We’re living in a time when working from home has become a much-coveted possibility. More and more people are struggling with the restrictions (which are pretty similar in any country across the globe) and trying to find ways to earn from home.
But working from home can be quite difficult. It’s not an environment you’re used to working in and there are plenty of distractions available, either wanted or unwanted. Because let’s face it, who can resist the temptation of getting up in the middle of work and going to the kitchen to make a fresh pot of coffee? How about wondering to the window to see what’s happening? Distractions that would’ve been easily avoided at the office are now taking up valuable time.
Another big issue with working from home, particularly in these difficult times, is that the whole family is there. Your spouse, your kids, your pets. Chances are there’s always talking going on somewhere in the background, or your kids want something or your dog’s barking. All these details make concentrating impossible.
This is why we’ve come up with a quick and efficient guide to setting up your home office so that you can actually get some work done:
If at all possible, get the room to yourself.
Even if in reality, it’s just your bedroom or your kitchen and not an office per se, it’s important that you isolate yourself in that room, if you can. You need space and silence to concentrate and having other people there is bound to create distractions, ‘cause you can’t really ask your wife or your kids to sit silently, without moving for a few hours, right?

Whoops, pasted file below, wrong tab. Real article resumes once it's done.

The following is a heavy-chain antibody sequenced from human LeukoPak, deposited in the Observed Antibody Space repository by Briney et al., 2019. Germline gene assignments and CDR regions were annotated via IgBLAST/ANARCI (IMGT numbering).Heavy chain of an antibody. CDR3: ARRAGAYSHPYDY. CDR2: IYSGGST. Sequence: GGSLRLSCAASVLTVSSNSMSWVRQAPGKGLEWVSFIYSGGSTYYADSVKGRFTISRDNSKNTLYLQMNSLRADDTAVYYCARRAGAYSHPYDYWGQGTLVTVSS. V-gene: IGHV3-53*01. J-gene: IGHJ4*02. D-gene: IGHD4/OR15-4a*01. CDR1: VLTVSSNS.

Also, it’s important to clearly define your working space from your ‘personal’ space. For example, if you work off the sofa, it might feel weird at night sitting there watching TV, as your brain will come to associate it with work.
Try to sit as close to the window as possible.
It might seem counterproductive, as what’s happening outside might distract you, but it’s vitally important that you get adequate light. Cool daylight has actually been proven to boost productivity and keep you more alert. Light also helps with your mental well-being. People tend to be happier in the sunlight, than in darkness, so make sure you consider that when setting up your office.
Invest in an office chair.
While a kitchen chair is alright if you’re only working at home for a day or two, you’ll need to invest in something more comfortable if you’re going to work long-term. You’ll be spending a good deal of time here, so make sure you get an ergonomic, back-supporting chair for your work.
Create as clean an environment as possible.
Things like pictures or crazy wall décor can distract you from your work, so ideally your home office needs to have a uniform color and be as clear as possible. The clearer the space, the clearer the mind, and the easier it will be for you to get your work done.
Set up your office as close to the Internet router as possible.
You don’t want to spend hours waiting for the network to load, do you? Aside from wasting time, this also proves really irritating and can put you in a bad mood, which of course will mean less productivity.
An organized office is a good office.
Invest in a file cabinet or a chest of drawers that goes right beside or underneath the desk. Once again, clutter is distracting and counter-productive, as you will waste valuable minutes looking for the stapler or a certain file.
Don’t forget to take breaks.
We know we said that wondering off every two minutes can be counter-productive, but it’s important that you allow your eyes and your brain to rest every couple of hours or so. Get up and go for a walk around the house. Fix yourself something to eat. Stretch a little.
Bonus Tip: Take into account any other equipment you might need, such as a printer, for example.
Working from home can be a wonderful experience, provided you set up an efficient and comfortable office for yourself. And with our quick and easy guide, that should be a piece of cake.